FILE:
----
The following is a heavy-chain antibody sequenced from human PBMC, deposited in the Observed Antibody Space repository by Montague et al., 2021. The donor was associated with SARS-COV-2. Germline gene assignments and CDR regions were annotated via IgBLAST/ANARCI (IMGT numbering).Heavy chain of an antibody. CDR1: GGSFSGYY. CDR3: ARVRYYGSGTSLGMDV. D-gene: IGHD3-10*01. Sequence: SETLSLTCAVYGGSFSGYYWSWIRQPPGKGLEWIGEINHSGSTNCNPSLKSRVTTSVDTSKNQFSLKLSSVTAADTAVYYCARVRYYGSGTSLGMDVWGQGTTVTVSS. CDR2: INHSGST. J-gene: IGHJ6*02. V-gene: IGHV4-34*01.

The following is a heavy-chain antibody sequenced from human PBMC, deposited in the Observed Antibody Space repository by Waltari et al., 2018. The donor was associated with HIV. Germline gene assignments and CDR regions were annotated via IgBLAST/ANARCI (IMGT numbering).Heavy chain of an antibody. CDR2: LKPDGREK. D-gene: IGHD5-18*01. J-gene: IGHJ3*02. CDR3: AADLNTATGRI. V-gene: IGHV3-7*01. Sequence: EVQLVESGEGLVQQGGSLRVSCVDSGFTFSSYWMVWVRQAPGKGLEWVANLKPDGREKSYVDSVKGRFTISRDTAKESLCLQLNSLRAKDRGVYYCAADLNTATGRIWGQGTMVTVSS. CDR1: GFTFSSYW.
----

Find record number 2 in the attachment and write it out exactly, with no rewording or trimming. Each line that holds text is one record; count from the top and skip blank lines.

The following is a heavy-chain antibody sequenced from human PBMC, deposited in the Observed Antibody Space repository by Waltari et al., 2018. The donor was associated with HIV. Germline gene assignments and CDR regions were annotated via IgBLAST/ANARCI (IMGT numbering).Heavy chain of an antibody. CDR2: LKPDGREK. D-gene: IGHD5-18*01. J-gene: IGHJ3*02. CDR3: AADLNTATGRI. V-gene: IGHV3-7*01. Sequence: EVQLVESGEGLVQQGGSLRVSCVDSGFTFSSYWMVWVRQAPGKGLEWVANLKPDGREKSYVDSVKGRFTISRDTAKESLCLQLNSLRAKDRGVYYCAADLNTATGRIWGQGTMVTVSS. CDR1: GFTFSSYW.